Sharing ethically traded beautiful products from Nepal and supporting education in remote areas

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7 Days in Tibet

Sharing ethically traded beautiful products from Nepal and supporting education in remote areas

7 Days in Tibet

Tibet has held a fascination for me for as long as I can remember. Books like Tibet – My Story and 7 Years in Tibet illustrated for me a hidden culture and mesmerising people in a world far away. When 7 Years in Tibet was made into a movie everything I had imagined was brought to life. If you haven’t yet enjoyed Brad Pitt in this movie be sure to pick up a copy grab a cup of tea and enjoy. We didn’t have seven years, but 7 days in Tibet was enough to enjoy fabulous scenery, years of culture and mesmerising people.

Faces of Tibet. This ladies life is etched in every line on her face

Journey to Tibet

Our journey to Tibet began in Kathmandu. Our guide and driver collected us from our hotel and loaded our luggage on to the roof of a 4×4. The journey to Rasuwagadi, the border crossing into Tibet, took several hours and there were many times we were glad to be in an off road vehicle!

As we neared the Nepalese border with Tibet we were often above the clouds

We arrived at our hotel after dark, lucky really as it was more of a truck stop than a hotel! At dinner we met a team from the Himalayan Rescue Association. Sadly a few days before a lady had slipped when taking a selfie at the rivers edge. We shared a delicious meal of dhal bhat, washed down with a few beers. Afterwards they kindly agreed to take my forbidden books on Tibet back to Kathmandu!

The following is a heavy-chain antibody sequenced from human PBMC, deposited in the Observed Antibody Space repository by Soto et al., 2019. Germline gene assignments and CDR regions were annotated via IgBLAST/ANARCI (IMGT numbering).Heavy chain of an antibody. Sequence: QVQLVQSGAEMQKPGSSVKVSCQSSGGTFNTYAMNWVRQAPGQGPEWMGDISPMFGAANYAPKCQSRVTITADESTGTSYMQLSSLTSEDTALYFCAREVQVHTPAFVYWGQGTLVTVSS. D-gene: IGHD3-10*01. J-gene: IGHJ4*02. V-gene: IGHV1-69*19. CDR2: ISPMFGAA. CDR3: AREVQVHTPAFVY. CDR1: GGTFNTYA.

Making friends with Smiles

Entry to Tibet is tightly controlled by the Chinese. While we waited for our entry visas we wandered over to the heli pad opposite the hotel. Here we met a group of pilgrims heading for Mount Kailash who were also held at the border.

Kerung – border town

Kerung was an interesting town, a mixture of new meets old and over powers it. Sadly it is fast becoming a garrison for the Chinese army. We met this young man on his way to school and he was brave enough for a photo with us. With the language of smiles I was able to bring in his mother for my own photo.

Our next stop was Rongbuk and the highlight of our trip so far were the views of Everest. Sadly altitude sickness got the better of us and conversation was limited to “wow Everest” and “what time does the bus leave”.

View of Mount Everest from Base Camp, Tibet

Kathmandu to Lhasa, considered one of the best overland journeys on the planet!

Next day was a long drive to Shigatse and the stunning, and relatively unscathed, Tashilhunpo Monastery. The journey is literally breathtaking. This section of the the Friendship Highway offers stunning views of mountains and valleys largely untouched by time. The nomadic Dokpa yak herders still follow ancient migration patterns and pitch their tents in the Himalayan valleys.

Young girl selling flags at Gampa Pass

Lhasa

Lhasa is the very heart of Tibet and, unfortunately, has lost much of its charm during the last two decades. But visit the old Tibetan centre and Potala Palace and you will still find a magical place.

Old meets new in the gardens at the foot of Potala Palace

Sera Monastery

Children at Sera Monastery posing for photos after ice cream

Drepung Monastery

Drepung Monastery was the heart of monk-led protests against Chinese rule. Closed for five years after the uprising it is now home to around 300 monks.

Young Monks debating at Drepung

Lhasa Jokhang Temple

Lhasa Jokhang Temple is the Buddhist spiritual heart of Tibet.

East meets West – in the nicest possible way
Making friends in a Tibetan street

How to Get Here

Our 7 days in Tibet was an amazing adventure and not just for the sights and the culture. We were honoured to meet so many amazing people, the most awesome of whom was our Tibetan guide Ping Ping. Ping Ping and our driver knew all the tips for getting the most out of our 7 days in Tibet. They knew the best places to stop for photos, the best places to eat and, most importantly, how to help us get really close to the Tibetan people.

There are three options for travel to Lhasa; flight from China or Nepal, train from China or overland from Kathmandu Nepal. We choose to travel with our friends from Real Himalaya. As independent Tour Operators they can tailor your trip to your exact requirements. An example of a possible itinerary can be found here.